Noël Coward Theatre in 2009
|Address||St. Martin's Lane
|Public transit||Leicester Square|
|Operator||Delfont Mackintosh Theatres|
|Designation||Grade II listed|
|Type||West End theatre|
|Capacity||872 on 4 levels|
|Architect||W. G. R. Sprague|
|Official website at Delfont Mackintosh Theatres|
The Noël Coward Theatre, formerly known as the Albery Theatre, is a West End theatre on St. Martin's Lane in the City of Westminster, London. It opened on 12 March 1903 as the New Theatre and was built by Sir Charles Wyndham behind Wyndham's Theatre which was completed in 1899. The building was designed by architect W. G. R. Sprague with an exterior in the classical style and an interior in the Rococo style.
In 1973 it was renamed the Albery Theatre in tribute to Sir Bronson Albery who had presided as its manager for many years. Since September 2005, the theatre has been owned by Delfont-Mackintosh Ltd. It underwent major refurbishment in 2006, and was renamed the Noël Coward Theatre when it re-opened for the London premiere of Avenue Q on 1 June 2006. Noël Coward, one of Britain's greatest playwrights and actors, appeared in his own play, I'll Leave It To You, at the then New Theatre in 1920, the first West End production of one of his plays.
The theatre seats 872 patrons on four levels. The building is now a Grade II Listed structure.
After opening in 1903 with a production of Rosemary starring Charles Wyndham and his wife, Mary Moore (3 July 1861 – 6 April 1931), the Noël Coward Theatre has hosted a number productions. I'll Leave it to You, in 1920, was Coward's first play. George Bernard Shaw's St. Joan with an acclaimed performance by actress Sybil Thorndike ran in 1924.
The 1930s saw the greatest commercial success of John Gielgud's career, Richard of Bordeaux (1933). Gielgud followed up this triumph with a legendary production of Hamlet in which he both played the title role and directed a company that included Jessica Tandy, Jack Hawkins and a young Alec Guinness in one of his first professional roles as Osric. Gielgud also appeared with Laurence Olivier, Peggy Ashcroft and Edith Evans in Romeo and Juliet. With the Blitz came the destruction of the theatres that were home to the Old Vic and Sadler's Wells Theatre Companies. Both companies made the New Theatre home until their respective theatres were rebuilt in the 1950s. One of the most successful shows to play the New Theatre opened 30 June 1960. It was Lionel Bart's Oliver!, which ran for 2,618 performances.
A 1970 Royal Shakespeare Company production of Dion Boucicault's London Assurance, directed by Ronald Eyre, with Donald Sinden as Sir Harcourt Courtly, (for which he received the 1975 Drama Desk Special Award) Roger Rees as Charles, Judi Dench as Grace and Dinsdale Landen as Dazzle, transferred to the New Theatre in 1972 for a year, prior to its 1974 run in New York.
In 1981, Children of a Lesser God won Olivier Awards for Best New Play and for actors Trevor Eve and Elizabeth Quinn. Among some of the 1980s productions is the 1994 revival of Turgenev's A Month in the Country starring Helen Mirren and John Hurt.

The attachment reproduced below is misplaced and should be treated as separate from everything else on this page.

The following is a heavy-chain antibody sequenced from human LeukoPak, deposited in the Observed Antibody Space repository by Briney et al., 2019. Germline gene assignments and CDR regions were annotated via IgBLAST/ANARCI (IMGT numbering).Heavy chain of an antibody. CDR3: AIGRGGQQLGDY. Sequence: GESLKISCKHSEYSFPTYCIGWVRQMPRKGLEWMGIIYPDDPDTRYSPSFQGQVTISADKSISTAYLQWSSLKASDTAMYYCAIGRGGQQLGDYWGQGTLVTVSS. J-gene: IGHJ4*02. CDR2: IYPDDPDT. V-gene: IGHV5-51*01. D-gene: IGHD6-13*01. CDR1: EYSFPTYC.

In the 2000s the theatre has played host to several Shakespeare productions including a production of Twelfth Night set in India with an entirely Asian cast. The production played to packed houses and only closed as the Royal Shakespeare Company themselves had exclusive rights to perform their annual London season of Tragedies there. Between December 2004 and April 2005, they presented Hamlet, Romeo & Juliet, Macbeth, King Lear and a brand new production of Euripides' Hecuba starring Vanessa Redgrave.
On 8 June 2005, Dion Boucicault's Victorian melodrama The Shaughraun opened; however, its success at the Dublin Gate Theatre was not repeated in London and it closed on 30 July. A dark period of around three months followed before the theatre was transferred to the ownership of Delfont Mackintosh Limited and reopened in October 2005 with The Right Size's new production Ducktastic!. Once again this failed to live up to expectations and closed just three weeks after opening on 19 November 2005. A short Christmas season of Patrick Stewart's one-man version of Charles Dickens' A Christmas Carol played from 6 to 31 December 2005, before the theatre hosted the Edinburgh International Festival hit drama Blackbird starring Roger Allam. The award-winning play Enron (directed by Rupert Goold, starring Samuel West and Tim Pigott-Smith) transferred here after a sellout run at the Royal Court. The European premiere of the Broadway hit, Avenue Q, started previewing on 2 June 2006 and had its opening night on 28 June 2006, finally closing on 28 March 2009 prior to transferring to the Gielgud Theatre.
Following a production of Deathtrap, directed by Matthew Warchus and starring Simon Russell Beale and Jonathan Groff, the theatre became the home of jukebox musical Million Dollar Quartet in February 2011.
This article needs additional citations for verification. (February 2008) (Learn how and when to remove this template message)
|Wikimedia Commons has media related to Noël Coward Theatre.|
None of the audio/visual content is hosted on this site. All media is embedded from other sites such as GoogleVideo, Wikipedia, YouTube etc. Therefore, this site has no control over the copyright issues of the streaming media.
All issues concerning copyright violations should be aimed at the sites hosting the material. This site does not host any of the streaming media and the owner has not uploaded any of the material to the video hosting servers. Anyone can find the same content on Google Video or YouTube by themselves.
The owner of this site cannot know which documentaries are in public domain, which has been uploaded to e.g. YouTube by the owner and which has been uploaded without permission. The copyright owner must contact the source if he wants his material off the Internet completely.